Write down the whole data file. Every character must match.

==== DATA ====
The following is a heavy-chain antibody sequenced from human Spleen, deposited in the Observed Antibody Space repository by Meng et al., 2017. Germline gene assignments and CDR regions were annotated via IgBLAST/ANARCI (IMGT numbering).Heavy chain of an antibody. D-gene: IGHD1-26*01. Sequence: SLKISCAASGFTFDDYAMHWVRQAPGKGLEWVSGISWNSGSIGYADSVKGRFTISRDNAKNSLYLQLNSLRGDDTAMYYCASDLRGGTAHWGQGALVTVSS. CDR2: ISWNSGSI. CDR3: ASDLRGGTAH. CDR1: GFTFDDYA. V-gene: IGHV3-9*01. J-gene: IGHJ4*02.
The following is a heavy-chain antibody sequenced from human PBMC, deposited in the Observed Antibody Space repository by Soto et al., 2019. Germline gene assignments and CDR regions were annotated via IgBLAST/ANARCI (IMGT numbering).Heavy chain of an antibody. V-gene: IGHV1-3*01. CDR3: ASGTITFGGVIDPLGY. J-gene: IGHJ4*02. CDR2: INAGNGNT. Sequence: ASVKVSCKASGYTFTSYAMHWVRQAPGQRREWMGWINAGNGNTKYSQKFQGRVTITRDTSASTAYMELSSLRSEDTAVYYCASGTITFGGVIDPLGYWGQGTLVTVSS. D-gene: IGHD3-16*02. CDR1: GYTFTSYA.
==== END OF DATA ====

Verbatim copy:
The following is a heavy-chain antibody sequenced from human Spleen, deposited in the Observed Antibody Space repository by Meng et al., 2017. Germline gene assignments and CDR regions were annotated via IgBLAST/ANARCI (IMGT numbering).Heavy chain of an antibody. D-gene: IGHD1-26*01. Sequence: SLKISCAASGFTFDDYAMHWVRQAPGKGLEWVSGISWNSGSIGYADSVKGRFTISRDNAKNSLYLQLNSLRGDDTAMYYCASDLRGGTAHWGQGALVTVSS. CDR2: ISWNSGSI. CDR3: ASDLRGGTAH. CDR1: GFTFDDYA. V-gene: IGHV3-9*01. J-gene: IGHJ4*02.
The following is a heavy-chain antibody sequenced from human PBMC, deposited in the Observed Antibody Space repository by Soto et al., 2019. Germline gene assignments and CDR regions were annotated via IgBLAST/ANARCI (IMGT numbering).Heavy chain of an antibody. V-gene: IGHV1-3*01. CDR3: ASGTITFGGVIDPLGY. J-gene: IGHJ4*02. CDR2: INAGNGNT. Sequence: ASVKVSCKASGYTFTSYAMHWVRQAPGQRREWMGWINAGNGNTKYSQKFQGRVTITRDTSASTAYMELSSLRSEDTAVYYCASGTITFGGVIDPLGYWGQGTLVTVSS. D-gene: IGHD3-16*02. CDR1: GYTFTSYA.